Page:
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Jul 17, 2015
It has been an absolute headache getting settled in India! I hope that the things I share here will be the worst of anything you will ever experience when moving to a new country or city, it certainly has been for me.
Anytime I move, I always try to remember that things are not the way as I am used to and that I cannot expect immediate results. When I moved to Germany I was frustrated at finding a place for so long and some other differences in the ways of doing things. However, it seems like now in India the struggles are much higher. Although I was warned about this and had done a bit of mental preparation, actually being inside of it has proven to be frustrating and kind of makes me never want to move again.
When we first came to Bangalore we stayed with some friends of my gf from a few years ago. They were very nice in letting us stay at their apartment and we had a nice bed under the foosball table. It was honestly quite comfortable but I wanted to get out because I felt I needed my own place to start getting settled in. I was anxious to move out also because the place I was going to work was a 2 hour bus ride from where we were located. But looking back, it was still a good location and we could be happy to be living there.
After many days of deciding where we wanted to live, either close to work or close to the nightlife, we decided to stay at the Guest House on campus. This was a price friendly option and the living there was quite nice. It also satisfied my curiosity about having a maid clean the house and change the sheets, a potentially expensive option if we did this ourselves. We were sold on the idea the second that we saw it. It being only a few minutes walk from where we were going to do our work was also a big plus. However, it seemed to take a long time to get all the paperwork done for this. Perhaps I was just anxious to get out on my own, but every extra day felt like an eternity.
Finally, after a week we were able to move in. This was about two weeks after we had come to India, honestly we thought this would be much worse! The place was furnished but we still had to get the small things that make it comfortable for living: refrigerator, stove, dishes, utensils, and other small stuff like this. This honestly added up and took considerable time to track down. Since we are students and are both cheap at heart, we wanted second hand items which was a bit hard in our neck of the woods. After about 3 weeks of living in the apartment we had collected everything that we needed.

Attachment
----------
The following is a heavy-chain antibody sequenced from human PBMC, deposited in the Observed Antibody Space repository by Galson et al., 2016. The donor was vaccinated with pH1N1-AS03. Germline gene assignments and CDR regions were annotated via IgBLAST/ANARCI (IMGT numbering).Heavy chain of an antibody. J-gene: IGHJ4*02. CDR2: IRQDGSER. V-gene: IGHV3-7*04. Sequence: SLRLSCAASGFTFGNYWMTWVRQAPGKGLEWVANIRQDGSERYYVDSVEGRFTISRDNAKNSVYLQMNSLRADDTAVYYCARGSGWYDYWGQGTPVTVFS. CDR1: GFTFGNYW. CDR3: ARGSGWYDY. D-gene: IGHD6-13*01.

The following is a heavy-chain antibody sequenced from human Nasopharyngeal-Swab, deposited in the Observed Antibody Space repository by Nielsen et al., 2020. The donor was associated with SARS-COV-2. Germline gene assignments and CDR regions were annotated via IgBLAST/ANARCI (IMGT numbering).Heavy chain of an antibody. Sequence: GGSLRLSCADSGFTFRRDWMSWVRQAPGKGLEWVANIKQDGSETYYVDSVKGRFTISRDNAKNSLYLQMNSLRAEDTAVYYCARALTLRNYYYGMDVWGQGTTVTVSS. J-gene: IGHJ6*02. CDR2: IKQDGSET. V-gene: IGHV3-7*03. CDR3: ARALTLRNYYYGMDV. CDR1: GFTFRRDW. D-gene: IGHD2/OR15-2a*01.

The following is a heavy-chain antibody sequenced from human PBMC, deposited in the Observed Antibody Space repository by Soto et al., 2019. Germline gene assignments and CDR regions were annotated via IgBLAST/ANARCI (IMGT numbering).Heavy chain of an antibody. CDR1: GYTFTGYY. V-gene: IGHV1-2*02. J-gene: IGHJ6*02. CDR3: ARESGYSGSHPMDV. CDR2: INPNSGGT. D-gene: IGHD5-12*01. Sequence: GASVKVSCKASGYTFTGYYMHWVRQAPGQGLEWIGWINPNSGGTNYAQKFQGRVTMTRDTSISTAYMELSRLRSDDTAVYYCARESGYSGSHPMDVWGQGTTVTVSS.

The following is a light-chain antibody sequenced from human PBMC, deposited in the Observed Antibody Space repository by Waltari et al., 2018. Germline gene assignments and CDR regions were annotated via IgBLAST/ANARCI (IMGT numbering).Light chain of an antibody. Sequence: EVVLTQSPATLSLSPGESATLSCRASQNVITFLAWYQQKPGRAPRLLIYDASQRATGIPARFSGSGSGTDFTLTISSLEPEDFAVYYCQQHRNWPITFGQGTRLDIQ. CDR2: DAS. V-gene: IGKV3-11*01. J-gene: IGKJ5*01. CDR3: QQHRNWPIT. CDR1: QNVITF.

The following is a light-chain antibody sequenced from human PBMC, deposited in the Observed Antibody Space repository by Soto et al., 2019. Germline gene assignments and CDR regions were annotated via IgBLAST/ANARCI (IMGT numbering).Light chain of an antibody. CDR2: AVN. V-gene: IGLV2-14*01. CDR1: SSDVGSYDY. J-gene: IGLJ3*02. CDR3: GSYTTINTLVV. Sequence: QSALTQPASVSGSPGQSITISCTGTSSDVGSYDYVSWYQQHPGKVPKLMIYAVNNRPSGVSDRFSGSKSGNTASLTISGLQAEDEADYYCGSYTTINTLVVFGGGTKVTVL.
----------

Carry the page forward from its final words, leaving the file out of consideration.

Another issue was internet. Did I mention I am a podcast host and I need Skype quality internet to work? Our internet was based on a wireless one for the whole Guest House and was only available in certain positions through the window. It was extremely difficult to get things done and Skype was out of the question. We eventually tracked down a wireless router after two weeks and set it all up. But it still didn't work! We had to do some fancy configuration and the guys from IT department came to our apartment to set it up. This was a frustrating extra week while we tried to make it work. I was fine without steady internet for the 3 months prior, but now that I was expecting to have good internet, not having it was really aggravating!! Finally it was fixed about 3 weeks after we came and has been good ever since.
The hardest thing we had to deal with so far was getting SIM cards and replacing my stolen smartphone. This is also something that is incredibly important especially when you have gotten settled in a place and want to do more than just wander around. When you want to be in contact with people it becomes much more necessary. Since a residence permit is required to get anything done, it was absolutely horrible that the Guest House didn't provide ours. We honestly spent maybe 20 hours walking around and asking places if we could get it there. We tried all sorts of documentation that could be accepted, followed people's advice which led to a dead end on more than one occasion. Finally, I bought the used phone I wanted and got the SIM card a full month after arriving in India. Since in Germany a SIM card is something you can buy as an afterthought in a supermarket, I never thought it would've taken 20 hours and one month to get this done.